SOME PEOPLE THINK that Christian monasticism began in the sixth century with Benedict of Nursia and his Rule of Life. But in fact it goes back far beyond that, to a time before there were monasteries, even before the ‘ desert fathers’ of the third century. Monasticism, as a recognizable and named phenomenon in the church, has no official beginning, no official foundings. It emerged, in several places at once, as a spontaneous development from the various forms of the ascetic life: the tradition of strong self-discipline which had taken...

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15 Feb 2007

A Life of Listening

by Hugh Feiss, OSB | Issue 93

Listen!" wrote Benedict at the beginning of his monastic Rule. Writing around A.D. 540, he offered a way of listening in a setting where God's voice could be heard, where those who wished to seek God through humility and obedience in a community of like-minded Christians could practice the disciplines of prayer without the distractions of family life.

In his prologue, Benedict invites the reader to listen to the voice of God calling him or her to service in prayer, faith, and good works. Such a disciplined life may be difficult at first,...

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15 Feb 2007

The Blessing of Benedict

by Carmen Acevedo Butcher | Issue 93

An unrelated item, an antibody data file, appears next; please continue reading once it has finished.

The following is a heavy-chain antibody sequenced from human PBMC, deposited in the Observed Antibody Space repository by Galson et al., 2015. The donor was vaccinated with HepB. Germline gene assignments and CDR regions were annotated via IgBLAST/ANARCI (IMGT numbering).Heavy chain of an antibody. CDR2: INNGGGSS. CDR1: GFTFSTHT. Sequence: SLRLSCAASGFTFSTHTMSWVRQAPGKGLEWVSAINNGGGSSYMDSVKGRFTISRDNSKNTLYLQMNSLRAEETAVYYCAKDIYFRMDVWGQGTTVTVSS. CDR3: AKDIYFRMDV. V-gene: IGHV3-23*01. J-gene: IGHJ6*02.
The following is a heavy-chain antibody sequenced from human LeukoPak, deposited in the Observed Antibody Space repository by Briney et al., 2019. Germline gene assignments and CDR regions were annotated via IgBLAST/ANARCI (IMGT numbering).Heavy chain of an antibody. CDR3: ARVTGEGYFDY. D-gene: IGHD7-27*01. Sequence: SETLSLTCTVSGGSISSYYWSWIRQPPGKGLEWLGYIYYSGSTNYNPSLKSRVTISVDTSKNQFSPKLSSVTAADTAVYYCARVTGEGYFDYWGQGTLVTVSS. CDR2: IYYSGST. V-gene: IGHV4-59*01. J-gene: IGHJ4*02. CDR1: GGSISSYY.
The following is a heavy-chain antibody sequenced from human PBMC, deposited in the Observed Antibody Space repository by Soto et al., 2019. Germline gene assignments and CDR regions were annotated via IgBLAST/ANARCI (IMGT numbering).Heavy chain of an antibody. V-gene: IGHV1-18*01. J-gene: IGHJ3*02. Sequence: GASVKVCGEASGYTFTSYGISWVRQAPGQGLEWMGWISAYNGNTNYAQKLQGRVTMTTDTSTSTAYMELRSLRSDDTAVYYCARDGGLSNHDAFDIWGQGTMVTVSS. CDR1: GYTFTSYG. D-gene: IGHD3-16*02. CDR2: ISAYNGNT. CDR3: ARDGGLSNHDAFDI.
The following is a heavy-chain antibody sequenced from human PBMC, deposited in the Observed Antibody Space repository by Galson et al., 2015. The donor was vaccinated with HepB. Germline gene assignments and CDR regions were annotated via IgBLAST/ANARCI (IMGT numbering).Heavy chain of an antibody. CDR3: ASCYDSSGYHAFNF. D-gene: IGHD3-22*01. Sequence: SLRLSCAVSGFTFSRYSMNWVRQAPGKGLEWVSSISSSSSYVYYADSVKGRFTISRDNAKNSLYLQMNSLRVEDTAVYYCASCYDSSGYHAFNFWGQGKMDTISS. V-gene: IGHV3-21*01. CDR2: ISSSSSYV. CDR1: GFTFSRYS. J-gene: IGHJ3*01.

Beside a lake, a monk wielded a scythe up and down in fluid arcs, clearing a thicket of thorns for a garden. He had hacked at the wild, tangled weeds most of the morning and stood briefly to wipe the stinging sweat from his eyes before returning to work. But when he swung the heavy scythe heavenward this time, its iron blade loosened without warning and flew from its wooden handle, landing with a splash far from shore. The dark water swallowed it up, along with his heart. His hand and the abandoned tool handle shielded his eyes against the...

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15 Feb 2007

From the Editor - Rediscovering Benedict

by Jennifer Trafton | Issue 93

Not long ago a church history professor at a prominent Protestant seminary remarked to us, “No topic touches young evangelical students more than monasticism.” Surprised? We were. Why monasticism? Why now?

In 1996 Kathleen Norris's Cloister Walk, the quiet memoir of a Protestant woman's experience in a Benedictine monastery, became an unexpected New York Times bestseller. In recent years, monastic spiritual disciplines such as lectio divina, a way of meditating on Scripture, have enjoyed newfound popularity among laypeople—seen, for...